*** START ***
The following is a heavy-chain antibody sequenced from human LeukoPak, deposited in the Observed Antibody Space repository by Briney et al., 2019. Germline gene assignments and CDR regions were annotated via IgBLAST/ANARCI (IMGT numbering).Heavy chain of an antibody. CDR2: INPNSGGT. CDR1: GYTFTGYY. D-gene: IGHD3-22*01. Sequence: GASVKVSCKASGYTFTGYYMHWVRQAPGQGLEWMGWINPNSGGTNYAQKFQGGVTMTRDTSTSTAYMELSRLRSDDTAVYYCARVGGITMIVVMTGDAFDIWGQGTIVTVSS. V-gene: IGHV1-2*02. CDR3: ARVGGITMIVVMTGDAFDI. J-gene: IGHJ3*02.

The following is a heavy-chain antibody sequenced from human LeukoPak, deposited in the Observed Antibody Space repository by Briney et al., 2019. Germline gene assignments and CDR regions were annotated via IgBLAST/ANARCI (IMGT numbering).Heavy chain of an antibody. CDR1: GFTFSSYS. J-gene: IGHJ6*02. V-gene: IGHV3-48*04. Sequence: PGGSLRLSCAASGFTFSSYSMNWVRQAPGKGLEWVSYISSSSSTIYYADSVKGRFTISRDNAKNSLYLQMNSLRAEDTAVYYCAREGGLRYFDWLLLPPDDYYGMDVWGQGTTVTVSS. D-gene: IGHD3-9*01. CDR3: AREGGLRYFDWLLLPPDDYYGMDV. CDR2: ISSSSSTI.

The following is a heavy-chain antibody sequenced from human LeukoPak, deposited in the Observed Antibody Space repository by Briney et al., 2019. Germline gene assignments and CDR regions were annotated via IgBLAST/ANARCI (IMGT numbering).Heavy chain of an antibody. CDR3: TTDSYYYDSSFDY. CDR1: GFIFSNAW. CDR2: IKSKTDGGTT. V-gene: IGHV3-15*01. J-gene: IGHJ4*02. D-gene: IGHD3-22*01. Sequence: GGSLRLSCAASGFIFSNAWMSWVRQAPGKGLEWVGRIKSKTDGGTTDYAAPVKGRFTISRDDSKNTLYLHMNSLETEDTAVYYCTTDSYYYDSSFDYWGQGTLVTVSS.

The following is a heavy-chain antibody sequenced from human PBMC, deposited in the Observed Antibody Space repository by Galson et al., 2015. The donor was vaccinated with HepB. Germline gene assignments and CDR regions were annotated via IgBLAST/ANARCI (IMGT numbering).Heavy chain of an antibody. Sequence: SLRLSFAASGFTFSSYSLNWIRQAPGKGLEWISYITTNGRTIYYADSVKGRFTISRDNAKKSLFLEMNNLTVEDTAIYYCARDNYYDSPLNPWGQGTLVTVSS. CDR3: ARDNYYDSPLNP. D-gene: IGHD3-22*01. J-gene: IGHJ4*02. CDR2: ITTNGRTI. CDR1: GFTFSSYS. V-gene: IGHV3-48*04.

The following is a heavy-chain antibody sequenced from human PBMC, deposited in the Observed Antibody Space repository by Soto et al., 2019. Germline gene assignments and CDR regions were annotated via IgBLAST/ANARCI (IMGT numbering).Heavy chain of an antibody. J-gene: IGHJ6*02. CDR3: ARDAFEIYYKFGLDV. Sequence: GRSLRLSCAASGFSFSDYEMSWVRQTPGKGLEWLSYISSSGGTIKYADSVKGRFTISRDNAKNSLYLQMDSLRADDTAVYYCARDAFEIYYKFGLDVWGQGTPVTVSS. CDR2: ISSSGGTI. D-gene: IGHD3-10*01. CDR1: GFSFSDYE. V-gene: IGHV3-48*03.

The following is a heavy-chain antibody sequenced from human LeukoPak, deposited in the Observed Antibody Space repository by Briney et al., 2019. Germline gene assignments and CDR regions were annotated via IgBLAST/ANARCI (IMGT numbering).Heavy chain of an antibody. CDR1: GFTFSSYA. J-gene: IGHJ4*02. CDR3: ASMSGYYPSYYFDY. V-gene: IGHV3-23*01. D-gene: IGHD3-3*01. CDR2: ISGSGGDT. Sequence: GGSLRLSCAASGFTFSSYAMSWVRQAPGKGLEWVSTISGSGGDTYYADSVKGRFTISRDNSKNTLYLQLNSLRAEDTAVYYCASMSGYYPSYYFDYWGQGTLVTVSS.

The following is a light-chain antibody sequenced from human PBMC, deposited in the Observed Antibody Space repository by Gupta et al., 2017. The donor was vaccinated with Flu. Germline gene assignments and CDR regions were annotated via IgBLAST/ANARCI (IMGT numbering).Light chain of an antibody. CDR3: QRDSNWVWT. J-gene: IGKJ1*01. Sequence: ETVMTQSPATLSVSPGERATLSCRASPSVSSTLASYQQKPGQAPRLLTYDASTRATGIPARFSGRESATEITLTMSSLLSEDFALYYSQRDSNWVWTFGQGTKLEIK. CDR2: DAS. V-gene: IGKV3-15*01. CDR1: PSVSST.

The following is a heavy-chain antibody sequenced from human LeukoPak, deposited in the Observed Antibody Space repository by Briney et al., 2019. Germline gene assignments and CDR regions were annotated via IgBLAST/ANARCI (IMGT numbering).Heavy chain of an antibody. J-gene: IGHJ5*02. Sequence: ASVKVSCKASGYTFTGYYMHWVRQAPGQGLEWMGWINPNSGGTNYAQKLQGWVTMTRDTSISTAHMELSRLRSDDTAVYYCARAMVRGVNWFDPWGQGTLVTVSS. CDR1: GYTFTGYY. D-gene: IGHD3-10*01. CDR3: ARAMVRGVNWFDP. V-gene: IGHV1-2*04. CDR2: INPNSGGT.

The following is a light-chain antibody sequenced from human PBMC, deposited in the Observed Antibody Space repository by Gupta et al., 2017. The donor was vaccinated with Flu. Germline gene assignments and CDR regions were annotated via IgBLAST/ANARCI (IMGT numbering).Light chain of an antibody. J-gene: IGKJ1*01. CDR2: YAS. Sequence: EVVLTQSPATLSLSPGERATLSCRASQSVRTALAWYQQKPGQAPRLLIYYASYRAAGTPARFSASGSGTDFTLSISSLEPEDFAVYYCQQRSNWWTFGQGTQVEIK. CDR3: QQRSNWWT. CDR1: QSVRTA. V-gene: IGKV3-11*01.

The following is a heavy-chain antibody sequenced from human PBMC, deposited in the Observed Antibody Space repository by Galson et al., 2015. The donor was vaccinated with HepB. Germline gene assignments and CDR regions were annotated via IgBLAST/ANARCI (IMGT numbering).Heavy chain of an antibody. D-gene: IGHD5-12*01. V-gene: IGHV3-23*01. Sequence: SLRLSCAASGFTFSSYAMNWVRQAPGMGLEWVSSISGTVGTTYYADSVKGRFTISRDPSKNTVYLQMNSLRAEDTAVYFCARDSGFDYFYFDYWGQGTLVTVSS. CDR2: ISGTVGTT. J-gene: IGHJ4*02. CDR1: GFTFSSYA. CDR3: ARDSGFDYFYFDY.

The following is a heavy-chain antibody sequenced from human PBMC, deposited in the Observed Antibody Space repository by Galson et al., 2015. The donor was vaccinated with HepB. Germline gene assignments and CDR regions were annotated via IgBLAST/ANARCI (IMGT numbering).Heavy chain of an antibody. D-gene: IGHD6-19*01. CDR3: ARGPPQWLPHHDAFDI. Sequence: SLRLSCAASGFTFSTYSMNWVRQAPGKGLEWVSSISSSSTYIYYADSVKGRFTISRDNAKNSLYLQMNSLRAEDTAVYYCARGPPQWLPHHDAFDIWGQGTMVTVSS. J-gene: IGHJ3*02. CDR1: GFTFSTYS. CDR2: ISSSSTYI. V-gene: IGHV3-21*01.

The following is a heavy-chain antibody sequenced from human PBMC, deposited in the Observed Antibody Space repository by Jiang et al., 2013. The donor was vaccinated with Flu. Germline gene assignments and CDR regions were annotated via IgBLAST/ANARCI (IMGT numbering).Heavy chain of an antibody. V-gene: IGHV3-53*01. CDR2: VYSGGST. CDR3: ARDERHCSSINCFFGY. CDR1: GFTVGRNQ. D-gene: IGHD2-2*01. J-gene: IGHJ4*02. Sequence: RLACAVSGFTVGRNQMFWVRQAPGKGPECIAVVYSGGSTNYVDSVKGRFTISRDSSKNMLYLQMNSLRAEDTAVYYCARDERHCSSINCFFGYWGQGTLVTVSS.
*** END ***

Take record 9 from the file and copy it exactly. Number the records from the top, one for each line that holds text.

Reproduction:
The following is a light-chain antibody sequenced from human PBMC, deposited in the Observed Antibody Space repository by Gupta et al., 2017. The donor was vaccinated with Flu. Germline gene assignments and CDR regions were annotated via IgBLAST/ANARCI (IMGT numbering).Light chain of an antibody. J-gene: IGKJ1*01. CDR2: YAS. Sequence: EVVLTQSPATLSLSPGERATLSCRASQSVRTALAWYQQKPGQAPRLLIYYASYRAAGTPARFSASGSGTDFTLSISSLEPEDFAVYYCQQRSNWWTFGQGTQVEIK. CDR3: QQRSNWWT. CDR1: QSVRTA. V-gene: IGKV3-11*01.